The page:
TOP SPIN ON THE TEST: England’s dismal 81 all out in second-innings is their lowest Test total EVER against India… and this is the first time they’ve played four innings in a two-day Test match in 100 YEARS!
- England’s 81 all out beats their record from 1971 of their lowest total against India
- It was the shortest completed Test since Australia beat New Zealand in 1945-46
- Joe Root’s 5-8 were the best Test figures by an England captain since 1982
England’s second-innings 81 was their lowest total in 125 Tests against India, undercutting 101 at The Oval in 1971.
The last time England were bowled out for fewer than 200 in five successive Test innings was back in the 19th century, when – across three series against Australia between January 1887 and July 1888 – they were dismissed for 45, 184, 151, 154, 113, 137, 53 and 62.
This was the first two-day Test England have played in since beating West Indies at Headingley in 2000 – and the first to involve all four innings since they lost to Australia by ten wickets at Trent Bridge in 1921.
England’s second-innings 81 on day two was their lowest total in 125 Tests against India
England captain Joe Root shakes hands with Indian counterpart Virat Kohli after an extraordinary Test completed within two days
In terms of deliveries (830), it was the shortest completed Test since Australia beat New Zealand in 872 balls at Wellington in 1945-46.
Joe Root’s career-best five for eight were the best Test figures by an England captain since 1982, when Bob Willis took six for 101 against New Zealand at Lord’s.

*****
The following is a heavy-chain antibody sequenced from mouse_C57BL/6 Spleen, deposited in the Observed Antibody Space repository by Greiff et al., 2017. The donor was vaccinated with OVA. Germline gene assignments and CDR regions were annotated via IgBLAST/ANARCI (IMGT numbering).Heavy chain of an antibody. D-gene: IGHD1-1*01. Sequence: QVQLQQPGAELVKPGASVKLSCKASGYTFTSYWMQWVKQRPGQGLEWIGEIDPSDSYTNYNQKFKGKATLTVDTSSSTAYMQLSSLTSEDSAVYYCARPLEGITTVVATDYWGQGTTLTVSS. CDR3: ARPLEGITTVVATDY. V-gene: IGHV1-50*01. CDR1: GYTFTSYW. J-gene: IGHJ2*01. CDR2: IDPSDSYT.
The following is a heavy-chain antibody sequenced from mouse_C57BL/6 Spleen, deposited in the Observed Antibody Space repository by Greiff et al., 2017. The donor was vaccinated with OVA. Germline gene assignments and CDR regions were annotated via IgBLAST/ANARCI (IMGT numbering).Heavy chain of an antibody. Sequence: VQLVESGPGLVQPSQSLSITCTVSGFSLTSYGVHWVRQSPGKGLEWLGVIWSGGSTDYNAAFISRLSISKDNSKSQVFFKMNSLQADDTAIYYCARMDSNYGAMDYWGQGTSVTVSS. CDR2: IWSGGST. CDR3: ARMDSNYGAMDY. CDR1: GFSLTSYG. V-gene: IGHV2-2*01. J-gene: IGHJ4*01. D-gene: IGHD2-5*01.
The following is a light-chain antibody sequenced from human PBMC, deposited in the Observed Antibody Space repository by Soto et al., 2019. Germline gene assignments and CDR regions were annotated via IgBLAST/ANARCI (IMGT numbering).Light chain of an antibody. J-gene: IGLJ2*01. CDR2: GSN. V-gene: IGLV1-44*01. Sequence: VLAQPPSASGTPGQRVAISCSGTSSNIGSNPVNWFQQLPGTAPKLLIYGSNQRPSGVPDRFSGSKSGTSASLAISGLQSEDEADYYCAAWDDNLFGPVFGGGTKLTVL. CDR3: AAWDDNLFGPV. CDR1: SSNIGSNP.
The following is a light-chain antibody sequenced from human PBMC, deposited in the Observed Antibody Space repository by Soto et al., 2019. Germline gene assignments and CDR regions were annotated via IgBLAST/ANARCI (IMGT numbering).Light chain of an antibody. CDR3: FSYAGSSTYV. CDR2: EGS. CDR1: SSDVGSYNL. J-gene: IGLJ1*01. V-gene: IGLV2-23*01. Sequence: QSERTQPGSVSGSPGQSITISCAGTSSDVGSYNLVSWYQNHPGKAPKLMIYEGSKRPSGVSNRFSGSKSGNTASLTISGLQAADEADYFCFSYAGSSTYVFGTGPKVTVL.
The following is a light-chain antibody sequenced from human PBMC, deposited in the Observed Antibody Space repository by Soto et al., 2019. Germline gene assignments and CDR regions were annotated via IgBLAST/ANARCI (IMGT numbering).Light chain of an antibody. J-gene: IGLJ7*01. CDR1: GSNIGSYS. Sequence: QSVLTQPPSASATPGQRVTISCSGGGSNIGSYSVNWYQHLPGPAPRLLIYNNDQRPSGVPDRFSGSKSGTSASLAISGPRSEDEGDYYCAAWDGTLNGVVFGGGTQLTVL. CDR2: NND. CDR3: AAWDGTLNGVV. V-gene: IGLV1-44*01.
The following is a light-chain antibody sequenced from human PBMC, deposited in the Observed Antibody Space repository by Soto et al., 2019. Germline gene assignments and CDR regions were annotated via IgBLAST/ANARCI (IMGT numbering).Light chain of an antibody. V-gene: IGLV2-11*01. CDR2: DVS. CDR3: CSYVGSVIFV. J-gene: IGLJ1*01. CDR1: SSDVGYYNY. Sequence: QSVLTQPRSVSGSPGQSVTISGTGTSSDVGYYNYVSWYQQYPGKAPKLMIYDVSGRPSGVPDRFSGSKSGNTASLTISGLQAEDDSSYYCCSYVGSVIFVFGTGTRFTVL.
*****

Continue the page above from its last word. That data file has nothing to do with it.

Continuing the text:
Only Gubby Allen and Arthur Gilligan among England captains have done better.
England skipper Joe Root celebrates one of his five wickets on a dramatic second day of action
Eight runs are also the fewest any Test spinner has conceded while taking a five-for, beating Australian Tim May’s five for 9 against West Indies at Adelaide in 1992-93.
When Ravichandran Ashwin trapped Jofra Archer for a duck, he became the second-quickest bowler to take 400 Test wickets, in just his 77th game.
Only Sri Lanka’s Muttiah Muralitharan, who needed only 72 Tests, got there faster.
India’s Ravichandran Ashwin became the second-quickest bowler to take 400 Test wickets
When Ishant Sharma, playing his 100th Test, launched Jack Leach over long-off, it was the first six he had hit in nearly 14 years as an international cricketer.
Only Australia’s Glenn McGrath, whose first six came in his 102nd Test, has taken longer to clear the ropes.
Later, Jack Leach hit his first six too, launching Axar Patel down the ground – though this is only his 15th Test.
Share this article
Source: Read Full Article